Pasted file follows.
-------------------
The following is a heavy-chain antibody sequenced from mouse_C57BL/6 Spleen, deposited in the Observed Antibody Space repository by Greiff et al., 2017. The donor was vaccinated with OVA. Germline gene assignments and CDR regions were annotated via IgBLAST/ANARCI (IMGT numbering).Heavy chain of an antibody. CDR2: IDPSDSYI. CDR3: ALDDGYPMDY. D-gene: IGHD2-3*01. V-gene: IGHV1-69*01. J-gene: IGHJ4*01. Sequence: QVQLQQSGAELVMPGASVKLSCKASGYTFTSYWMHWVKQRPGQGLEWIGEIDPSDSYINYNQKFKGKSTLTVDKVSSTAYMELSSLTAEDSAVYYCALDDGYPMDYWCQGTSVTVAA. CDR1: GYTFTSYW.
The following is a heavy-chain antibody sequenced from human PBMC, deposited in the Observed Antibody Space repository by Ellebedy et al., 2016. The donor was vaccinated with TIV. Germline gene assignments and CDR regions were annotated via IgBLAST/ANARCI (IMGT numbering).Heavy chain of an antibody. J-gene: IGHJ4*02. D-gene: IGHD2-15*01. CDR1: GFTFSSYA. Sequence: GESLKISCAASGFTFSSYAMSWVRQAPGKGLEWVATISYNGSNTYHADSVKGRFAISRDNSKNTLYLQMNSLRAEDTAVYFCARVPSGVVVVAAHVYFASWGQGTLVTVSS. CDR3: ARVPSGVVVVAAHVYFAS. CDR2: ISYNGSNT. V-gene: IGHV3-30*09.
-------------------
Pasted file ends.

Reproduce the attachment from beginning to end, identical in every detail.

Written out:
The following is a heavy-chain antibody sequenced from mouse_C57BL/6 Spleen, deposited in the Observed Antibody Space repository by Greiff et al., 2017. The donor was vaccinated with OVA. Germline gene assignments and CDR regions were annotated via IgBLAST/ANARCI (IMGT numbering).Heavy chain of an antibody. CDR2: IDPSDSYI. CDR3: ALDDGYPMDY. D-gene: IGHD2-3*01. V-gene: IGHV1-69*01. J-gene: IGHJ4*01. Sequence: QVQLQQSGAELVMPGASVKLSCKASGYTFTSYWMHWVKQRPGQGLEWIGEIDPSDSYINYNQKFKGKSTLTVDKVSSTAYMELSSLTAEDSAVYYCALDDGYPMDYWCQGTSVTVAA. CDR1: GYTFTSYW.
The following is a heavy-chain antibody sequenced from human PBMC, deposited in the Observed Antibody Space repository by Ellebedy et al., 2016. The donor was vaccinated with TIV. Germline gene assignments and CDR regions were annotated via IgBLAST/ANARCI (IMGT numbering).Heavy chain of an antibody. J-gene: IGHJ4*02. D-gene: IGHD2-15*01. CDR1: GFTFSSYA. Sequence: GESLKISCAASGFTFSSYAMSWVRQAPGKGLEWVATISYNGSNTYHADSVKGRFAISRDNSKNTLYLQMNSLRAEDTAVYFCARVPSGVVVVAAHVYFASWGQGTLVTVSS. CDR3: ARVPSGVVVVAAHVYFAS. CDR2: ISYNGSNT. V-gene: IGHV3-30*09.